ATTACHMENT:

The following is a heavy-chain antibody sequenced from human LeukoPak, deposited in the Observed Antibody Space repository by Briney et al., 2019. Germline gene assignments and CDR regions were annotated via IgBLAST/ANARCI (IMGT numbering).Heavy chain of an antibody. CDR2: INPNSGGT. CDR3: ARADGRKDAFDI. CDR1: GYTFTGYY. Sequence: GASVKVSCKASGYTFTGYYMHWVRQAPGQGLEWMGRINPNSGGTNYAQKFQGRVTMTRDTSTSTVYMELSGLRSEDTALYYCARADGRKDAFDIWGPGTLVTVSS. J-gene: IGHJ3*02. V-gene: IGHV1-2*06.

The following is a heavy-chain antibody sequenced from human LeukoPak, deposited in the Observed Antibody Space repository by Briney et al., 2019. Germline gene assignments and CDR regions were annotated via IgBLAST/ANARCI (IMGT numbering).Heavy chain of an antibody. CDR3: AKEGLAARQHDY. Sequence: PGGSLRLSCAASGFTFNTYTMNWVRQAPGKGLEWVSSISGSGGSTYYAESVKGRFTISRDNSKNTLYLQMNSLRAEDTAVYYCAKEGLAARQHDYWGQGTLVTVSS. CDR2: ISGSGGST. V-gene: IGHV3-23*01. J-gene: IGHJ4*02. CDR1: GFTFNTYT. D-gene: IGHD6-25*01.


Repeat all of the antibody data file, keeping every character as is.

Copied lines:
The following is a heavy-chain antibody sequenced from human LeukoPak, deposited in the Observed Antibody Space repository by Briney et al., 2019. Germline gene assignments and CDR regions were annotated via IgBLAST/ANARCI (IMGT numbering).Heavy chain of an antibody. CDR2: INPNSGGT. CDR3: ARADGRKDAFDI. CDR1: GYTFTGYY. Sequence: GASVKVSCKASGYTFTGYYMHWVRQAPGQGLEWMGRINPNSGGTNYAQKFQGRVTMTRDTSTSTVYMELSGLRSEDTALYYCARADGRKDAFDIWGPGTLVTVSS. J-gene: IGHJ3*02. V-gene: IGHV1-2*06.

The following is a heavy-chain antibody sequenced from human LeukoPak, deposited in the Observed Antibody Space repository by Briney et al., 2019. Germline gene assignments and CDR regions were annotated via IgBLAST/ANARCI (IMGT numbering).Heavy chain of an antibody. CDR3: AKEGLAARQHDY. Sequence: PGGSLRLSCAASGFTFNTYTMNWVRQAPGKGLEWVSSISGSGGSTYYAESVKGRFTISRDNSKNTLYLQMNSLRAEDTAVYYCAKEGLAARQHDYWGQGTLVTVSS. CDR2: ISGSGGST. V-gene: IGHV3-23*01. J-gene: IGHJ4*02. CDR1: GFTFNTYT. D-gene: IGHD6-25*01.